It was mentioned I have a Dexcom that monitors my blood sugar and then I also have a Omnipod to get my insulin delivery. It’s like a tubeless pump. I started out with a Freestyle Libre, and that was recommended by my doc. He said, “Hey, if you don’t mind, this could help,” and it’s awesome being able to have constant blood sugar readings because I’m athletic. And I really feel like doing physical activity, you really need to know at all times what your blood sugar is doing, and I just can’t imagine people who don’t have some sort of CGM doing that. That’s how I ended up with that, and I switched to Dexcom under my current insurance, because my impression was that it was supposed to be better than the Freestyle Libre, and my current insurance covers it 100 percent. I don’t have to pay anything out of pocket, so even though it’s far more expensive, it’s better, cheaper, or it’s free for me, so why not get the better one? Frankly, the only benefit of the Dexcom over the Freestyle is just the fact that I get constant readings. I don’t have to scan myself, whereas with the Libre, I had to scan myself every time I wanted a reading, so that’s definitely a big benefit. With the insulin pumps, that was sort of driven by my old endo. She kept saying, “Well, you should consider a pump. It would help you get better numbers, especially if you can get a hybrid closed loop system, like a Tandem. I just was never interested in having any sort of cords on me or things hanging off with me, so I was not interested in a pump for a while until I found out on Reddit that there was a tubeless pump solution, Omnipod. I had no idea until I saw that. And I was interested because, frankly, when you’re out running, it’s really annoying to have to stop and give yourself insulin with a pen. And then unless you have that InPen thing, you can’t really do a smaller amount of dose. You have to do a relatively large unit dose. So the pump gives me more flexibility to be able to adjust my insulin while I’m doing physical activity, or turn it down so that I’m not going low and different things like that. So having a pump is huge, and it was something that, yeah, it was recommended eventually by the endo, but I was the one that found the solution that worked for me, and I was kind of disappointed that I had to find that myself rather than someone letting me know that that was something I could do. Yep.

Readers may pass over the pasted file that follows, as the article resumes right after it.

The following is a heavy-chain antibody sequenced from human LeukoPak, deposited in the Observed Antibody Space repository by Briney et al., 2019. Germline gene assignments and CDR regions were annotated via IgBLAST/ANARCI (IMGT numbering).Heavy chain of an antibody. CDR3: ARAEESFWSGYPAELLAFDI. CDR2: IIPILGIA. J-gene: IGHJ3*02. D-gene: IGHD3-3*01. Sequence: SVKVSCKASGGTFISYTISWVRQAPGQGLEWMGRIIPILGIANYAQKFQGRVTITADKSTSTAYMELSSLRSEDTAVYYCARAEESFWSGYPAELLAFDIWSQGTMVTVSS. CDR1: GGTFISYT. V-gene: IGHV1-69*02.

take two different kinds of insulin every day. One breakfast, lunch, dinner, and one when we get up in the morning.
My daughter currently wears an Omnipod insulin pump and a Dexcom G6 Continuous Glucose Monitor. She has NovoLog in her insulin pump, fast acting insulin. How did we decide on that approach? My daughter, when she was seven, she had been on shots, insulin shots for about a year. At age seven, decided she wanted an insulin pump. And Omnipod at the time was the only one who had a waterproof insulin pump. And she spent all summers, usually in the ocean or swimming. So we needed something that would last just as long as she would. So we chose Omnipod. It’s a patch type insulin pump, and we chose it because it was waterproof. She didn’t have to disconnect when she went in the ocean, or swimming at home, or playing with her friends. She could keep it on and it would survive a day swimming, in the shower, and everything else. Our endocrinologist was fine with it. And then about when she was eight, we started with the Continuous Glucose Monitor to help see what her sugars were doing throughout the day, all the time.